Months After ISIS Attack, Egypt’s Tourism Industry Still Paying the Price
More than 70 percent of Egypt's diving centers in the Red Sea have had to close down as tourists avoid vacationing in Egypt.
Marjolein Morshuis’s scuba diving business once boomed with tourists eager to explore coral reefs off the shore of Hurghada, Egypt. But that was before the Islamic State blew up a Russian charter jet over Egypt’s Sinai Peninsula last October, prompting Russian and British airlines to suspend flights that once brought millions of tourists to Egyptian resort towns along the Red Sea.
Where Morshuis used to easily fill her boats with 35 divers at a time, these days she’s lucky to get 10. She isn’t the only one struggling: This week, Egypt’s privately owned Youm7 newspaper reported that some 70 percent of the 246 licensed diving centers in Egypt’s Red Sea governorate have closed down, while another 20 percent of them are no longer fully operating.
The newspaper report makes all too clear what Cairo has feared for months: Egypt’s economy is paying a hefty price for the Islamic State’s attack against the Russian passenger jet. Tour companies, which provide the country’s second biggest source of income, have struggled since the terrorist attack in October to reassure foreigners that Egypt is a safe place to go on vacation.
“The absence of Russian tourists has damaged our business,” Morshuis told Foreign Policy in a phone call from Hurghada.
Soon after the Oct. 31 crash, Russian President Vladimir Putin suspended all of his country’s commercial flights to and from Egypt. That harshly curbed the flow of Russian tourists to Egypt, which numbered roughly 3 million in 2014.
Citing security concerns, all major British airliners, AirFrance, and German airline Lufthansa have also cancelled flights to Sharm el-Sheikh airport, where the ill-fated Russian flight took off.
These flight bans are turning previously bustling resort destinations into ghost towns. In January, the governor of south Sinai estimated the occupancy of hotels in Sharm el-Sheikh and Hurghada at less than 20 percent, and the loss in revenue at more than $250 million per month. The number of British visitors alone to Sharm el-Sheikh is reportedly down by roughly 85 percent.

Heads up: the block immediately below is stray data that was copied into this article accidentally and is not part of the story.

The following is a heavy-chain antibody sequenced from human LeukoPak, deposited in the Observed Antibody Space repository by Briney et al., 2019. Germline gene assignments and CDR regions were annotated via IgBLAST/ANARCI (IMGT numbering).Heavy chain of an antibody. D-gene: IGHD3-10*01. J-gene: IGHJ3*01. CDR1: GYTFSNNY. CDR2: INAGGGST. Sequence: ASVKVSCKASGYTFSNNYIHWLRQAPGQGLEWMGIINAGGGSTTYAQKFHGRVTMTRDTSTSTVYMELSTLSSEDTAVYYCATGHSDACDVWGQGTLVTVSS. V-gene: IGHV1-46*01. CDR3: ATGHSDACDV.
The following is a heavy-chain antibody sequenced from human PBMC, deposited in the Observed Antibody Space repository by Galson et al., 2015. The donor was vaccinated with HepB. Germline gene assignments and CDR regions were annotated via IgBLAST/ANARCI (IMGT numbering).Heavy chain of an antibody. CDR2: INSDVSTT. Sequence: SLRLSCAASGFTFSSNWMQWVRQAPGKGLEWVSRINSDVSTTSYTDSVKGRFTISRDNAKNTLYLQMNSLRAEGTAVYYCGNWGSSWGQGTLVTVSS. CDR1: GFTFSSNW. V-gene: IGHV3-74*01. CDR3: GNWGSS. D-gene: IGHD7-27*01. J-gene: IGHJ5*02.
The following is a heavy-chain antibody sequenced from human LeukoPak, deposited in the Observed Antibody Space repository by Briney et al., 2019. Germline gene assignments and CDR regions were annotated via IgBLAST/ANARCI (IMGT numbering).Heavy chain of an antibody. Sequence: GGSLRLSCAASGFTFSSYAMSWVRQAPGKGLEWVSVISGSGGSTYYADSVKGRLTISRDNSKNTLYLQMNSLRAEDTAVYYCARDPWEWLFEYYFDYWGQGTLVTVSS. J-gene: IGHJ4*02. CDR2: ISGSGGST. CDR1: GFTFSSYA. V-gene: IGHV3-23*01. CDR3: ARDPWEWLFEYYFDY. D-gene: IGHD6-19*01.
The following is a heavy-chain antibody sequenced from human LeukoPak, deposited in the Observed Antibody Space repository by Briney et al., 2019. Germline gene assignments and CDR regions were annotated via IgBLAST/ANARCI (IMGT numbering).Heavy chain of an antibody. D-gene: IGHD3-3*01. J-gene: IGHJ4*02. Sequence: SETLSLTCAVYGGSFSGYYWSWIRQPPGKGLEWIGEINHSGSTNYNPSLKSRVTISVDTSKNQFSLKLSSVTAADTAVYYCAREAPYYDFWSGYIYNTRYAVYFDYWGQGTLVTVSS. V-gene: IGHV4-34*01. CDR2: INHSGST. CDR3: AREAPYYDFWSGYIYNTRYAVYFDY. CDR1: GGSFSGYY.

Egyptian officials are desperately trying to convince European nations to resume flights to Sharm el-Sheikh airport. They have doubled the number of security personnel there, and are screening those workers as well as passengers. Additionally, the tiny airport is now deploying bomb-sniffing dogs to root out threats.
But Moscow remains unconvinced — at least so far. On Feb. 6, Russia’s minister of transport said the new precautions have yet to meet Moscow’s requirements. Meanwhile, the major British airlines maintain the flight ban; most have extended it through late May, and others even until mid-September.
Morshuis is luckier than some other Egyptian business owners: Hurghada has its own international airport that some tourists have used as an alternative to the banned Sharm el-Sheikh. Russians, however, are not among them.
“The businesses that work solely with Russian people have suffered the most,” she said.
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